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which book is this from?

 
 
kev
 
Reply Tue 9 Jan, 2007 10:30 am
Which book contains this passage:
'Near to the stones and mortar and the stack of timber above the sunken garden the two dogs were standingÂ… I saw her footsteps in the sand and lime, and her sunshade, still open, tipped upon its side'?
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Type: Discussion • Score: 1 • Views: 1,257 • Replies: 17
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contrex
 
  1  
Reply Tue 9 Jan, 2007 03:18 pm
Is this a guessing game, or are you serious, in which case, how the hell is anybody supposed to know the answer, except by chance?
0 Replies
 
dlowan
 
  1  
Reply Tue 9 Jan, 2007 03:24 pm
Given that this is a knowledge exchange site this is a perfectly reasonable question and your rudeness is out of line, Contrex.


I am afraid I have no idea Kev.
0 Replies
 
contrex
 
  1  
Reply Tue 9 Jan, 2007 03:33 pm
dlowan wrote:
Given that this is a knowledge exchange site this is a perfectly reasonable question


Yes but there are reasonable questions and unreasonable questions. If I ask, "Which street in Manchester has three green doors, two white, and four black front doors?", somebody somewhere might conceivably know, but it's vanishingly unlikely.

dlowan wrote:
and your rudeness is out of line, Contrex.

Up yours.

dlowan wrote:
I am afraid I have no idea Kev.


So why bother answering?
0 Replies
 
dlowan
 
  1  
Reply Tue 9 Jan, 2007 03:39 pm
contrex wrote:
dlowan wrote:
Given that this is a knowledge exchange site this is a perfectly reasonable question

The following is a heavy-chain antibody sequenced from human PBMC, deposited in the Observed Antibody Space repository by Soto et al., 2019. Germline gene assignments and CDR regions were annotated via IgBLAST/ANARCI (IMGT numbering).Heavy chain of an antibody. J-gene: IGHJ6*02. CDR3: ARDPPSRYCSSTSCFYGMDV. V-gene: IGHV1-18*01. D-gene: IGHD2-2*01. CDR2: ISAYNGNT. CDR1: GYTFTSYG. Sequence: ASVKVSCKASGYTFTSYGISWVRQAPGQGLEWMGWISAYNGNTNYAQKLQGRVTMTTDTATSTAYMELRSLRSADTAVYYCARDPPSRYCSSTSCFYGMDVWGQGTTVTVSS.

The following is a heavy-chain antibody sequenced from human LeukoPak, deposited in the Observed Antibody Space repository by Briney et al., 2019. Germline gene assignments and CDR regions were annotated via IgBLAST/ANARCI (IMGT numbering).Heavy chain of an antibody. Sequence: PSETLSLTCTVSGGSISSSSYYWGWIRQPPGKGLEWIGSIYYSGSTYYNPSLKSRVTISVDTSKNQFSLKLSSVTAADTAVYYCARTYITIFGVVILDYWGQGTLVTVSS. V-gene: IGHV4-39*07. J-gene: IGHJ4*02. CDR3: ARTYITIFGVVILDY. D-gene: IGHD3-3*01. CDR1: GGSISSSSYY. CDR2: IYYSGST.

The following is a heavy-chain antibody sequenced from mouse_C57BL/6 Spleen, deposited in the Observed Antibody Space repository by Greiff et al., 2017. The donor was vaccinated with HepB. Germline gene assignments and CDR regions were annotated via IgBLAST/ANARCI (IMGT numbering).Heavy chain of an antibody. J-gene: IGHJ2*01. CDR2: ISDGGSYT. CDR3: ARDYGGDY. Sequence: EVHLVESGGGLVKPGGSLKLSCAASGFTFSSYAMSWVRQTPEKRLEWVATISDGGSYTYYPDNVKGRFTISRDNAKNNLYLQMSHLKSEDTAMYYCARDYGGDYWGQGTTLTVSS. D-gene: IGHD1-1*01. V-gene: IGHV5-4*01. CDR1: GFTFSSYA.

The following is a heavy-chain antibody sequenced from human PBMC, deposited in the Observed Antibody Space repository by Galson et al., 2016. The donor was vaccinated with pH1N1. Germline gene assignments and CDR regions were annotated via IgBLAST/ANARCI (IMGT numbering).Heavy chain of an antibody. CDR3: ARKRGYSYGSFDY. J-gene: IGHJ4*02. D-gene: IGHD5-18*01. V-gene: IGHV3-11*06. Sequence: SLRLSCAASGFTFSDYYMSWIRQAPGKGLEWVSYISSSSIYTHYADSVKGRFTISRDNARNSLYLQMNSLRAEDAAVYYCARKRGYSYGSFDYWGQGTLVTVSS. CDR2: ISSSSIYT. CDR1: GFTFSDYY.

Yes but there are reasonable questions and unreasonable questions. If I ask, "Which street in Manchester has three green doors, two white, and four black front doors?", somebody somewhere might conceivably know, but it's vanishingly unlikely.

dlowan wrote:
and your rudeness is out of line, Contrex.

Up yours.

dlowan wrote:
I am afraid I have no idea Kev.


So why bother answering?



a. To ameliorate your rudeness.

b. To delineate not actually knowing from the possibility that someone WILL know.


And also to bump Kev's question so that there is more chance that someone who DOES know will see it.





Kev, do you have some context for the quote?
0 Replies
 
Noddy24
 
  1  
Reply Tue 9 Jan, 2007 03:44 pm
Katherine Mansfield?
0 Replies
 
Region Philbis
 
  1  
Reply Tue 9 Jan, 2007 04:37 pm
contrex wrote:
Is this a guessing game, or are you serious, in which case, how the hell is anybody supposed to know the answer, except by chance?

often an exerpt like this can be found on google...
0 Replies
 
wandeljw
 
  1  
Reply Tue 9 Jan, 2007 04:40 pm
Re: which book is this from?
kev wrote:
Which book contains this passage:
'Near to the stones and mortar and the stack of timber above the sunken garden the two dogs were standingÂ… I saw her footsteps in the sand and lime, and her sunshade, still open, tipped upon its side'?


Some possibilities (using key words on Google):
Madame Bovary
The Age of Innocence
The Rainbow (D. H. Lawrence)
Run to Morning (Jack Higgins)

I could not find the entire passage in any of those books (using internet sources).
0 Replies
 
Walter Hinteler
 
  1  
Reply Tue 9 Jan, 2007 04:41 pm
I can't say more that a certain "Arro" asked the same question a week ago on The Richard and Judy Book Club Message Board :wink:
0 Replies
 
kev
 
  1  
Reply Wed 10 Jan, 2007 02:44 am
Thanks Deb

Contrex to illustrate just how ill informed you sarcastic comments are,lets try another couple.

1. It was the best of times
It was the worst of times.

2. Alas poor Yorick